This was not the only problem. During the trading hours, those banks which had surplus positions used to write cheques in favour of those which were in deficit (they would have borrowed from the surplus counterparties). This means that there was a high possibility of kite flying. This is a term used in cases whereby a party would be writing cheques from unfunded accounts basing on cheques which would not have been cleared and settled.
Essentially, what happens is that a cheating party opens accounts with different banks preferably as far apart as possible. The party writes cheques from one bank account to deposit them into another held with a different bank.
When the cheques are cleared, one bank account would have a huge positive balance. In banks which offered swift customer cheque clearing arrangements, the depositor would withdraw the money and the cheques would bounce after value had been taken. This is a form of cheque fraud. Kiting has no role to play in an RTGS regime.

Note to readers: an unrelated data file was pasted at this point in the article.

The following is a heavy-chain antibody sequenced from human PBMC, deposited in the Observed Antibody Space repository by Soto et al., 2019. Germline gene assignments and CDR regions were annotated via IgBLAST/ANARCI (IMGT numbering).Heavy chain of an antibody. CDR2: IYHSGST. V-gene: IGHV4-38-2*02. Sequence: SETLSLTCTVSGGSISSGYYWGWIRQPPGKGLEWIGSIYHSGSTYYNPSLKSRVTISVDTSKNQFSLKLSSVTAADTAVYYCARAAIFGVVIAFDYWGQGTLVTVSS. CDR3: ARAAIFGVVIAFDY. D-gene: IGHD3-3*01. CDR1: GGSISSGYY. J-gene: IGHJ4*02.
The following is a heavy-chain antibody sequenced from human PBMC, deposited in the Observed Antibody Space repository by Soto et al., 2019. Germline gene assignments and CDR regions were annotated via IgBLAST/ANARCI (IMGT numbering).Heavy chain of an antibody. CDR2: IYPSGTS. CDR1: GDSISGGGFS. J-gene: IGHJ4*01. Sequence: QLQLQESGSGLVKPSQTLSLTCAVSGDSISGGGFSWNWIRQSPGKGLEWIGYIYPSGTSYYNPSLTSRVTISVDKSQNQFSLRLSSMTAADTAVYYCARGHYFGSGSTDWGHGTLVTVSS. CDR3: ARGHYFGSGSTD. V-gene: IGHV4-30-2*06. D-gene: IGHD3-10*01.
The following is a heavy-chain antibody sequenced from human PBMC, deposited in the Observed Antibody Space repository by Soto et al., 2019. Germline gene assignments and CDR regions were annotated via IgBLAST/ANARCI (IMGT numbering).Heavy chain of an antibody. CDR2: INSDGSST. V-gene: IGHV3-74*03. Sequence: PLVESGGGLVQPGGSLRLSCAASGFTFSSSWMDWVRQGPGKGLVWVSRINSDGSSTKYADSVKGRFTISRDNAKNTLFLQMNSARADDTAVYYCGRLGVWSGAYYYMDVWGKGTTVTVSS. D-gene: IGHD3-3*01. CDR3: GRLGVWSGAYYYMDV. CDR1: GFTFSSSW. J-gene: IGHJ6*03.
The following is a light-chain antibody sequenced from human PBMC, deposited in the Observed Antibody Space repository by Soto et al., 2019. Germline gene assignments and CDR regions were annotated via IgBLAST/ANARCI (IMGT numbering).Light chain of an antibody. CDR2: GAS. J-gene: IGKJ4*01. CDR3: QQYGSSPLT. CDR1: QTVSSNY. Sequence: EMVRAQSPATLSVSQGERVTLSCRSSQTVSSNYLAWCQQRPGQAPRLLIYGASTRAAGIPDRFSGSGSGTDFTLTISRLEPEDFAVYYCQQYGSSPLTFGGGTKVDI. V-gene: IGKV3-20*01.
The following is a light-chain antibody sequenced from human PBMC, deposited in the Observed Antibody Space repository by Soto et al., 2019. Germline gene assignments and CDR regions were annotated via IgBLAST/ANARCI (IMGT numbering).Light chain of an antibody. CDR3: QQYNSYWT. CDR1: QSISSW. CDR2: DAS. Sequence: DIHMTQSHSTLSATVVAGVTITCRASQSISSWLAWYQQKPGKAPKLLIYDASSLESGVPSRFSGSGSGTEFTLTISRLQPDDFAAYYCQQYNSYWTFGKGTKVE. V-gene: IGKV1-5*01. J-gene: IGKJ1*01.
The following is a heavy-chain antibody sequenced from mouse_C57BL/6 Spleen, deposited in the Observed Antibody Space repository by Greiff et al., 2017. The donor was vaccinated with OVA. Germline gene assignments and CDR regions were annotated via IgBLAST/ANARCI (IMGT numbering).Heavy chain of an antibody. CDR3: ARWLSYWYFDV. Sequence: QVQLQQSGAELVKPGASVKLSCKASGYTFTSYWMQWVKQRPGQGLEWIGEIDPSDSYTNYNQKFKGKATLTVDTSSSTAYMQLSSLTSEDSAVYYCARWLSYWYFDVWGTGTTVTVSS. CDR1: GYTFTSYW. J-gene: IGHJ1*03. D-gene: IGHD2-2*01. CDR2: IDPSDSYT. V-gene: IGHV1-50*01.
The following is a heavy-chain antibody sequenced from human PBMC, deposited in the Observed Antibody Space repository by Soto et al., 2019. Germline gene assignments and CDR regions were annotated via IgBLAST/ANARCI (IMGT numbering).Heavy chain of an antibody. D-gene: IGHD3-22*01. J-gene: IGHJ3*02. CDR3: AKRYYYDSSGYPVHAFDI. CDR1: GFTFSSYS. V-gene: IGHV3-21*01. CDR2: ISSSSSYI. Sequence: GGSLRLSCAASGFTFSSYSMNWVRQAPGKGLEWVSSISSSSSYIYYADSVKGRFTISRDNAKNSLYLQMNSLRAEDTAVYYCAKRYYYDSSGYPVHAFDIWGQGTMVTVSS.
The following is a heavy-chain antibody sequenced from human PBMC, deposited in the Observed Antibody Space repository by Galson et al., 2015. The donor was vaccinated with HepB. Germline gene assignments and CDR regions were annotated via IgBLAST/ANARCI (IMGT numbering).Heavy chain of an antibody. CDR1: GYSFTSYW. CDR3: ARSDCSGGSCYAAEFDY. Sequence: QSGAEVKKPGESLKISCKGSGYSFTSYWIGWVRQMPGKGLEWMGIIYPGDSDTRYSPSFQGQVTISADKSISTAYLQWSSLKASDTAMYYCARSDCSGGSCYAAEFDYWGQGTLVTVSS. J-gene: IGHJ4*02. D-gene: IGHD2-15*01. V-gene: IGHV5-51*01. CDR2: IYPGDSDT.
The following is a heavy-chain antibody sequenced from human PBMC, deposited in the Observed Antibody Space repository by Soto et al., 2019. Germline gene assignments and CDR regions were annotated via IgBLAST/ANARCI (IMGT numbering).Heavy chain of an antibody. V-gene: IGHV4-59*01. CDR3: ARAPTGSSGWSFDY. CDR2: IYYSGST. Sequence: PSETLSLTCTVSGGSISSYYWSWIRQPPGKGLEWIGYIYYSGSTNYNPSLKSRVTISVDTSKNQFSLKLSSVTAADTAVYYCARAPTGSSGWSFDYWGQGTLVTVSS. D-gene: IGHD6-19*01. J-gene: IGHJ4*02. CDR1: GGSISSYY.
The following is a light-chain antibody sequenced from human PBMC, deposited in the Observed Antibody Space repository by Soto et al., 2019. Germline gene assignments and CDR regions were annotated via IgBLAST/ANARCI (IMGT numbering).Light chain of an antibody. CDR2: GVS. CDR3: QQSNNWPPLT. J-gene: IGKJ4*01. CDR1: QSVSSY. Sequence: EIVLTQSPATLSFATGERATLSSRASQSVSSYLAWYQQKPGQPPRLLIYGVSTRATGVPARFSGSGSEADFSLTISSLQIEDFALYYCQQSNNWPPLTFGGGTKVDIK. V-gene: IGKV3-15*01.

Those who care to analyse will notice that following the introduction of the RTGS, there were many local banks which collapsed. It could have been different if the banking system was using the cheque system. In addition, the weaker bankers, most of which collapsed, were in the forefront to push for the suspension of the RTGS platform at the time.
RTGS is a credit push system which requires a bank’s account to be funded at the central bank for payments to be enabled, short of which it is not possible to make payments. If a bank does not have a funded account they should have adequate acceptable securities in order to access liquidity from the market or from the central bank as lender-of-last-resort. Many of the small banks were found with neither the liquidity nor the necessary securities to lodge to access funding. They would be having a huge gap called “other assets” or “non-trading gap”. This is a technical term of saying the bank has funded non-core assets with customer deposits or has funded operations with deposits instead of capital. Alternatively, a bank would not be profitable so they would have used depositors’ funds to cover operating expenses.